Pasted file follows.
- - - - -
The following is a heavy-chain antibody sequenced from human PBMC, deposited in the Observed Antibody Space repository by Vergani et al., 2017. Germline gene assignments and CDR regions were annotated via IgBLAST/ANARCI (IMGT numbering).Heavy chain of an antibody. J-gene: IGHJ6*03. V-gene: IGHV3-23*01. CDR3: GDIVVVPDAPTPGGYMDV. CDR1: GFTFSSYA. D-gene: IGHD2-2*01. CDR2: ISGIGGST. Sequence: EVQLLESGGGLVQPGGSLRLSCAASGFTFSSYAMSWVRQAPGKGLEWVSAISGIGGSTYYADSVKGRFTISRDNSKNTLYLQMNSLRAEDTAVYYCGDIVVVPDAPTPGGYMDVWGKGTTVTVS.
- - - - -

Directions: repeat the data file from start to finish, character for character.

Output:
The following is a heavy-chain antibody sequenced from human PBMC, deposited in the Observed Antibody Space repository by Vergani et al., 2017. Germline gene assignments and CDR regions were annotated via IgBLAST/ANARCI (IMGT numbering).Heavy chain of an antibody. J-gene: IGHJ6*03. V-gene: IGHV3-23*01. CDR3: GDIVVVPDAPTPGGYMDV. CDR1: GFTFSSYA. D-gene: IGHD2-2*01. CDR2: ISGIGGST. Sequence: EVQLLESGGGLVQPGGSLRLSCAASGFTFSSYAMSWVRQAPGKGLEWVSAISGIGGSTYYADSVKGRFTISRDNSKNTLYLQMNSLRAEDTAVYYCGDIVVVPDAPTPGGYMDVWGKGTTVTVS.